The Federal Trade Commission, which collects self-reported complaints from consumers, said more than 7,600 people reported transferring their benefits from 2019 through the end of 2023, with an uptick in activity last year.

“Many consumers tell us they discovered their direct deposits were redirected to another account or to a fraudulent account,” said Maria Mayo, associate director of the FTC's Division of Consumer Response and Operations. “A lot of times they say they received a scam call and provided their information, and they believe that's how that information was used to redirect interest.”

In another development, there were nearly 6,100 fraudulent claims last year, or 0.3% of all retirement claims filed online, which involved criminals who applied for benefits on the earnings records of Americans who had reached retirement age, but did not claim. After the benefits. Social Security fraud officials said.

Criminals collect the personally identifiable information they need in any number of ways, which they later use to break into government accounts or create fraudulent accounts. You need a Social Security number to create an online account with the agency, but you don't need the full nine numbers to open an existing account.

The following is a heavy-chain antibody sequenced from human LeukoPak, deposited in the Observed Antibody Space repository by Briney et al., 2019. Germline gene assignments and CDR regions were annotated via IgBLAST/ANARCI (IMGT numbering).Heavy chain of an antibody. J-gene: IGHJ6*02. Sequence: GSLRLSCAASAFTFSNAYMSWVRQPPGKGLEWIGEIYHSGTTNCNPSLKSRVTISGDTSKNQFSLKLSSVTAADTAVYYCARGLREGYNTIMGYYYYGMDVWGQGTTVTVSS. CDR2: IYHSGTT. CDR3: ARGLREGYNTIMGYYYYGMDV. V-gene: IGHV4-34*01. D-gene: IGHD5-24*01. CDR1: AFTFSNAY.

Amy Nofziger, director of fraud victim support at AARP's Fraud Watch Network, recently scanned its database of cases and found a handful of victims whose Social Security number had been obtained by a third party within the past six months. An unsuspecting person gave it to a fraudster promising insurance benefits. Another criminal pretended to be a representative of the victim's bank. In another case, the scammer pretended to be calling from a credit bureau to verify the victim's Social Security number.

Sometimes identity thieves claim to be calling from a doctor's office, and in other cases they are able to hack into someone's device and collect valuable information, such as passwords or other saved personal details.

People who live in medical facilities or assisted living facilities are also often vulnerable to these crimes, said Pam Dixon, executive director of the Global Privacy Forum, a research group focused on data management and protection. She added: “It is one of the worst forms of identity theft.”

Just months before the redirection of MARGE benefits, the Office of Inspector General issued a report Which said the administration's portal, called My Social Security, did not fully comply with federal requirements for identity verification: It said it did not go far enough to verify and validate the identities of new registrants, in all cases. Once the account is created through one of… Two identity verification portalswhich is required to access my Social Security account, and the agency does not require users to re-verify their identities with sufficiently strong evidence (such as providing a driver's license with a selfie, for example).

This was not the first time independent investigators found shortcomings date back to Introducing the My Social Security Portal in 2012. The Office of Inspector General recommended strengthening the digital identity verification process in 2016, and while the agency made several improvements, OIG officials said it was still not fully compliant when it released the My Social Security Portal. Last audit in 2023.